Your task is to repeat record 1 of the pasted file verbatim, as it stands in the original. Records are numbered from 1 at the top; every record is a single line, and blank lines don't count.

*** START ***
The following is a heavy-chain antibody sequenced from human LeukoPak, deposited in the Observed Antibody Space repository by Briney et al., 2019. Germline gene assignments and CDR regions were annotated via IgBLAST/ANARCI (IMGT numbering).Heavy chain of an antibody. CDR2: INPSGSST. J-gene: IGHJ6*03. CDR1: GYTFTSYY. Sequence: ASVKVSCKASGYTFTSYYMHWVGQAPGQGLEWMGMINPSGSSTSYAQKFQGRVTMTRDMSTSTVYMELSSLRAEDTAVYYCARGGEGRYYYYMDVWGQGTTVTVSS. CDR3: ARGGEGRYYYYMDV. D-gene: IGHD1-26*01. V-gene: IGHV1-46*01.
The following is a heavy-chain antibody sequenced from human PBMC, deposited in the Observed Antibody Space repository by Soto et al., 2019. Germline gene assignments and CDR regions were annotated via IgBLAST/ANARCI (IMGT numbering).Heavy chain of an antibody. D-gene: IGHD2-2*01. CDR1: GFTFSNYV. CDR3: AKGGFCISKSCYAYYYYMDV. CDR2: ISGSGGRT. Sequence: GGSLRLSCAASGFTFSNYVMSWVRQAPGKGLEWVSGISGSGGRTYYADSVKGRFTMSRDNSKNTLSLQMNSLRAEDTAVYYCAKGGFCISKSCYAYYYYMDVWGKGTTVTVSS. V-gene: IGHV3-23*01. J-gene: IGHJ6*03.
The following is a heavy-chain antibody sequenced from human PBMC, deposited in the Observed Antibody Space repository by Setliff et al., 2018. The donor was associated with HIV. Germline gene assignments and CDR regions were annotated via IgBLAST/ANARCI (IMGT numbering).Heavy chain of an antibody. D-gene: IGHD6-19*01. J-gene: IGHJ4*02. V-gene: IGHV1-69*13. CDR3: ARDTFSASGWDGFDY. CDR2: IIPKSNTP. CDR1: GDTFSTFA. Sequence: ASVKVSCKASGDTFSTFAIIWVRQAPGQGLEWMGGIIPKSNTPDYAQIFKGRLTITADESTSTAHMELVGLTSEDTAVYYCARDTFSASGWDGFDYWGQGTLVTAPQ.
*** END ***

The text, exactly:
The following is a heavy-chain antibody sequenced from human LeukoPak, deposited in the Observed Antibody Space repository by Briney et al., 2019. Germline gene assignments and CDR regions were annotated via IgBLAST/ANARCI (IMGT numbering).Heavy chain of an antibody. CDR2: INPSGSST. J-gene: IGHJ6*03. CDR1: GYTFTSYY. Sequence: ASVKVSCKASGYTFTSYYMHWVGQAPGQGLEWMGMINPSGSSTSYAQKFQGRVTMTRDMSTSTVYMELSSLRAEDTAVYYCARGGEGRYYYYMDVWGQGTTVTVSS. CDR3: ARGGEGRYYYYMDV. D-gene: IGHD1-26*01. V-gene: IGHV1-46*01.